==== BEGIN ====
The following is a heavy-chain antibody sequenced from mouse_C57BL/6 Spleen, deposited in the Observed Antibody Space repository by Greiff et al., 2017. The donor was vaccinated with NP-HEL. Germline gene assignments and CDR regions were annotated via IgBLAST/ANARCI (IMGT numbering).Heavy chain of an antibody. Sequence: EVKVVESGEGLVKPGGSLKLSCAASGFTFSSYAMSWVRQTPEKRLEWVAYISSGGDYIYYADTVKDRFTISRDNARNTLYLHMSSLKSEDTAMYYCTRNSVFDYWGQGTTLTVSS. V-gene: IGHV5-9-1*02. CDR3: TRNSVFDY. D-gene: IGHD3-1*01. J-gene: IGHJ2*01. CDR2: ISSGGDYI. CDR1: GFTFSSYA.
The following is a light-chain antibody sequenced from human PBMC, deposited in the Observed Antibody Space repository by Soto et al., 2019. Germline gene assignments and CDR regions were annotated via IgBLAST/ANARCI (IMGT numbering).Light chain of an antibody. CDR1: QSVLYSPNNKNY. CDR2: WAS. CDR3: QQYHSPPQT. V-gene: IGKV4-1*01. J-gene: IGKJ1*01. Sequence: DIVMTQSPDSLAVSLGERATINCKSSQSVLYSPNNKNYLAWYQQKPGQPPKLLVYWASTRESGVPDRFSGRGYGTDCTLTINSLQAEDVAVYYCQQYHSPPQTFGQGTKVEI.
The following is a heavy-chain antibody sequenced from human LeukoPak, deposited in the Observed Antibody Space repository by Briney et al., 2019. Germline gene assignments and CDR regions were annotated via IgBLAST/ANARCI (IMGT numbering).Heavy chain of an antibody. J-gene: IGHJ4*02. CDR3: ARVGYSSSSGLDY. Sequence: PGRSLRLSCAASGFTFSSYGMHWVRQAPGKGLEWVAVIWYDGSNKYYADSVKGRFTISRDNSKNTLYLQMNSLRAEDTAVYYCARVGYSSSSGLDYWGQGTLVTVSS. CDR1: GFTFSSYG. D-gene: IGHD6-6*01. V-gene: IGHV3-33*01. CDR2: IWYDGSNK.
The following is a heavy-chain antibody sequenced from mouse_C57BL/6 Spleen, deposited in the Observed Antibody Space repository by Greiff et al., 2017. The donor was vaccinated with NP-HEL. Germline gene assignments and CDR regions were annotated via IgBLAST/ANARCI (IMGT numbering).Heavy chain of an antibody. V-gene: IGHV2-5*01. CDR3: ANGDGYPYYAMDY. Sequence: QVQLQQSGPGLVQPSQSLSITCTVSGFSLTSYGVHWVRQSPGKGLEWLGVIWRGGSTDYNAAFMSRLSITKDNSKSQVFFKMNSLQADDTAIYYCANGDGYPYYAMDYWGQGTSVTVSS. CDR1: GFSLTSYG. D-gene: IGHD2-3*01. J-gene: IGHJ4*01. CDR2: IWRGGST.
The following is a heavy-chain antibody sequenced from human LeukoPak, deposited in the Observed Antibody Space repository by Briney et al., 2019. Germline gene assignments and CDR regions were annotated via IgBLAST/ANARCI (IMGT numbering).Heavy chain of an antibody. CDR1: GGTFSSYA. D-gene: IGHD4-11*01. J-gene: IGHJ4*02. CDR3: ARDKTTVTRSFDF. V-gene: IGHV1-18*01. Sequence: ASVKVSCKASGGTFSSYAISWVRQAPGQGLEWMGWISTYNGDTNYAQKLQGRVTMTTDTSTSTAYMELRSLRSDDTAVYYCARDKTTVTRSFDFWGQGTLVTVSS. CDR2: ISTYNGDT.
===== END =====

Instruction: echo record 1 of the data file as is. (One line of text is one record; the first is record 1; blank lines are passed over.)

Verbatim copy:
The following is a heavy-chain antibody sequenced from mouse_C57BL/6 Spleen, deposited in the Observed Antibody Space repository by Greiff et al., 2017. The donor was vaccinated with NP-HEL. Germline gene assignments and CDR regions were annotated via IgBLAST/ANARCI (IMGT numbering).Heavy chain of an antibody. Sequence: EVKVVESGEGLVKPGGSLKLSCAASGFTFSSYAMSWVRQTPEKRLEWVAYISSGGDYIYYADTVKDRFTISRDNARNTLYLHMSSLKSEDTAMYYCTRNSVFDYWGQGTTLTVSS. V-gene: IGHV5-9-1*02. CDR3: TRNSVFDY. D-gene: IGHD3-1*01. J-gene: IGHJ2*01. CDR2: ISSGGDYI. CDR1: GFTFSSYA.